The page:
Going through a divorce is a complicated process. Even if your situation feels straightforward, there is a lot to navigate and consider. Many people going through divorce are experiencing it for the first time, which makes everything feel foreign and confusing.

Fortunately, the divorce process does not need to be this way. There are simple practices that can help to make your divorce proceedings go smoothly. These practices can also help to maximize your settlement and ensure that property division is fair and equal.

  1. Do Hire a Lawyer

    Many couples go into divorce thinking that they can navigate the process on their own. However, even the most amicable divorces require legal help and advice. Though the split may be friendly at first, most divorcing couples hit at least one rough patch during the process. You are likely to disagree on some details of the divorce, and without legal representation or professional mediation, these disagreements can get ugly. If you wish to preserve your best interests, or create a friendly relationship with your ex-spouse, an attorney is essential.

  2. Don’t Complain to Your Kids

    Badmouthing your ex-spouse to your shared children is a huge mistake during a divorce. If your ex-spouse discovers what you’ve said, your actions will likely be held against you in court. You may lose out on custody of your children as a result.

    Additionally, it is detrimental to the health and well-being of your children to hear one parent complain to them about another. The process is called triangulation and can result in significant mental and emotional issues for them as they grow.

  3. Do Seek Help From a Therapist

    Divorces are stressful and emotional. It is natural to feel as though you need to talk to someone about what is happening in your life. Just because your children are off-limits doesn’t mean that you can’t talk to anyone. A licensed counselor or therapist is a wonderful resource. Because of HIPAA regulations they cannot disclose your complaints or issues to your ex or their attorney, meaning that your feelings are safe from the scrutiny of the court.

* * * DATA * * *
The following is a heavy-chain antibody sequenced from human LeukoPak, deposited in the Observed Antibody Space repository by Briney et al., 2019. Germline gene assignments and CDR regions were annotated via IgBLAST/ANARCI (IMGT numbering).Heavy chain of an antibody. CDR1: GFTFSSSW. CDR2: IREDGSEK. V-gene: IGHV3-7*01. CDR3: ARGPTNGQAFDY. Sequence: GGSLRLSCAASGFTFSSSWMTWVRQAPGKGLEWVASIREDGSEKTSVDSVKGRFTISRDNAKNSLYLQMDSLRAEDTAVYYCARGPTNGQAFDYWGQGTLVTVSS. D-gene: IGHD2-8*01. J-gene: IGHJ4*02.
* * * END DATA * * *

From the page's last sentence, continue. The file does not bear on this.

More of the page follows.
4. Don’t Take to Social Media

    In the modern age, many people turn to social media as a source of connection and support. However, it is unwise to overuse social media when you are going through divorce proceedings. Anything you say or do online can be used against you in court, meaning that you could jeopardize your child custody agreement, your spousal support, or even your settlement without realizing it.

    If you must use social media during this process, be sure to adhere to the following:

    • Don’t post pictures of yourself at parties, with alcohol, or doing drugs. Even if your behavior is legal, your ex can use these photos as proof that you are an unfit parent.
    • Don’t post about lavish vacations or purchases. This implies that you have significant spending money and may imply that you are hiding assets.